Horror games have always intrigued me. Oftentimes the setting and story really draw me in and make me want to play because of how outlandish and uncomfortable they’re made to be. Playing with the fears of players can really make for an enticing product. However, horror games have never really emotionally affected me. I usually play them to become immersed and lost in an unsettling environment and to play out the story and see what insanity ensues, but I rarely get genuinely frightened by them. However, two games have done so. The first is Alien: Isolation,and it only did slightly due to the actual feeling of the Xenomorph chasing you. The other game is one that took the internet by storm back in 2010 and 2011 by the name of Amnesia: The Dark Descent by Frictional Games. Known for the Penumbra horror series, these guys are no strangers to the genre. The Dark Descent genuinely scared me and connected with me, and so Frictional’s new game SOMA has me greatly hoping for that same feeling.
Starting development right after the release of Amnesia: The Dark Descent, Frictional’s cofounders Thomas Grip and Jens Nilsson, decided “on a whim” to set the game underwater. The idea of the unknown that is the ocean gave them a starting idea for how to bring an unknown fear to players. So many creatures that are both hostile and unknown seemed perfect for what they were doing. The game was formally teased to the public in 2013, and very limited information has been released since. Only a couple of trailers and a handful of screenshots have been shown, and I definitely like it that way. A horror game is most effective when you know very little about it going in, and so all of the secrets are making me anticipate the game even more.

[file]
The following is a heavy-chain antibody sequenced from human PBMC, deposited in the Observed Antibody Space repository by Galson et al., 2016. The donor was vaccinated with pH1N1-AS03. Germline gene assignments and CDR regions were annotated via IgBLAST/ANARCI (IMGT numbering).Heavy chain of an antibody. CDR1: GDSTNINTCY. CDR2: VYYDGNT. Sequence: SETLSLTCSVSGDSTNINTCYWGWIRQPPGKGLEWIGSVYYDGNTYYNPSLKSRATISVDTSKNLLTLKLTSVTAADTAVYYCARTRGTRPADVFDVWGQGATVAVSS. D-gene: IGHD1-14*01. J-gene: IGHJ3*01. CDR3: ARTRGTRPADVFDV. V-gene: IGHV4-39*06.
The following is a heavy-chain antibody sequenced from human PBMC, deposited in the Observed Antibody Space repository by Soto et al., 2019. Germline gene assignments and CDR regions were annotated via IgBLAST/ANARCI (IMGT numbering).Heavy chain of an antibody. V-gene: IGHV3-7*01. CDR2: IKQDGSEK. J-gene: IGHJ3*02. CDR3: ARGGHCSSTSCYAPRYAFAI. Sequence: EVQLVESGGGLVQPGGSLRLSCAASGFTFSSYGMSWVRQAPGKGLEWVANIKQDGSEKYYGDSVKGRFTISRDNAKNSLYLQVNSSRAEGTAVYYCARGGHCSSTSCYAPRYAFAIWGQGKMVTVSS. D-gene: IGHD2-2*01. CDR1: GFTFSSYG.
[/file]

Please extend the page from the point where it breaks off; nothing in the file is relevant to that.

SOMA takes place in the near future at the bottom of an ocean, focusing around the underwater research station named the PATHOS-2. Not much has been said about the game, but from what has been revealed, communication on the station has stopped and strange things start to happen. Machines have started to act more human, and supposedly “alien constructions have started to interfere with routine.” This is a situation I’m fully excited for. The media isn’t a stranger to showing machines coming to life and taking over. However, the isolation that is the deep blue, as well as the isolation these researchers are being put into in the events of the game, both sound extremely enticing and genuinely scary.
There isn’t much else I can talk about, unfortunately. The game is supposedly being polished to be released soon, but there’s no solid release date for the game. It’s planned for a release this year on PC and PS4. Horror games rarely get me this excited, but the Bioshock feel that I get from it, along with the past fear that Frictional has given me, has me looking forward to SOMA as my most anticipated atmospheric game this year so far.